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News Roundup -- A fast ferry to Bremerton/Mime, music for the stars/BHS speech tops in state/Russian chorus to visit island/Islander hosts radio show/Seminar d

A fast ferry to Bremerton

Development of a passenger-only ferry that carries people between Bremerton and Seattle in 30 minutes could be in operation in two and a half years, according to its supporters.

“This will happen in steps,” said Kitsap Transit Director Dick Hayes. “It will create a very powerful market if we can develop a connection between speed and price. And as Bremerton grows, it becomes more apparent that a fast ferry can be a tremendous asset.”

Much of the preparation focuses on wake tests to determine the impact on the shoreline from the boats that pass Bainbridge Island through Rich Passage.

The most important aspect is the development of a high-speed low-wake boat, which will not only decrease local shoreline erosion, but provide a framework for other ferry transit systems around the country, Hayes said.

Kitsap Transit ran several years’ worth of wake tests using the Spirit, a high-speed, low-wake hydrofoil vessel, and such tests will continue this summer.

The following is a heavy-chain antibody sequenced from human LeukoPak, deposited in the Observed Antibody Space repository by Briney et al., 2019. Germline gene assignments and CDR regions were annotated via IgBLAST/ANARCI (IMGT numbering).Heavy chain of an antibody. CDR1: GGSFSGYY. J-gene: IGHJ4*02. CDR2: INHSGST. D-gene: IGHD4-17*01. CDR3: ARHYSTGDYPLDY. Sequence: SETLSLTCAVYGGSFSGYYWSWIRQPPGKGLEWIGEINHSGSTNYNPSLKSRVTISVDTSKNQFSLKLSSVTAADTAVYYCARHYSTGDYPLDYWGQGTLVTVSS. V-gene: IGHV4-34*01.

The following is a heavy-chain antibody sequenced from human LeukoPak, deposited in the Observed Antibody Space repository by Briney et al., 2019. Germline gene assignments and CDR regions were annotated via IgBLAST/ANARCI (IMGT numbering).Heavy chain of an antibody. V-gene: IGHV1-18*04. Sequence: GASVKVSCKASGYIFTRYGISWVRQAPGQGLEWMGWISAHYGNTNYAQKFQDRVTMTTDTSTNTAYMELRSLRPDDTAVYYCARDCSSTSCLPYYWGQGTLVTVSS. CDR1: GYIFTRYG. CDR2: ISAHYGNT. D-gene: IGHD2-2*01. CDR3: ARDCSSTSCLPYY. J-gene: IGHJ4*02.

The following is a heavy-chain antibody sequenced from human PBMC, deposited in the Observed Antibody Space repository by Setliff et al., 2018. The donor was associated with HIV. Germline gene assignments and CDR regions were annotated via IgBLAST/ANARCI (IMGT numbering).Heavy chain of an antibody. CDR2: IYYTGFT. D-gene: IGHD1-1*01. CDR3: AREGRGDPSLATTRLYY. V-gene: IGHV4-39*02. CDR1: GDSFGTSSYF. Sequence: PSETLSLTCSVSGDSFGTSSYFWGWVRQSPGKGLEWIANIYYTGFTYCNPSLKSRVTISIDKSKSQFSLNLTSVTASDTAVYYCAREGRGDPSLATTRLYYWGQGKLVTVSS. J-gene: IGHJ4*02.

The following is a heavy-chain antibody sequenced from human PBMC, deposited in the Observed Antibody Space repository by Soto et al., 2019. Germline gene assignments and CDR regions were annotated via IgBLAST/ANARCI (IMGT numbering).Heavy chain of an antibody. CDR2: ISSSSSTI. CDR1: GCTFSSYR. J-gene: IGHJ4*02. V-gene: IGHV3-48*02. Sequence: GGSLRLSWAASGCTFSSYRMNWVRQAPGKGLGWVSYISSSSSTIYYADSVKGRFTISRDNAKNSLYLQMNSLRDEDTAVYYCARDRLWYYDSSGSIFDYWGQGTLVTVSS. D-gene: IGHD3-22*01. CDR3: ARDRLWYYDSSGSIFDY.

Bellingham-based shipbuilder All-American Marine will construct a prototype vessel in March 2007, which will incorporate the data gathered during wake tests conducted this year.

Harry Hosey, manager of Pacific International Engineering, said the resulting boat could be known as “a Rich Passage-class vessel.”

“The research coming out of these tests will be of tremendous value to the entire industry,” he said.

To conduct the wake tests, Hosey’s company is seeding four of the most sensitive areas in Rich Passage with radio-equipped rocks that will allow the development of a computer model of the tide patterns.

By tracking the path of the rocks through metal detectors on each beach, the county can determine the path of an impact of the wake as it pertains to the individual boat.

Hosey would not specify how many such rocks will be used or their exact location, to prevent kids from adding them to their personal rock collections.

This summer, the Spirit will accommodate passengers twice daily to test the economic model.

Other trips will be used to gather and measure additional wake data.

– Charlie Bermant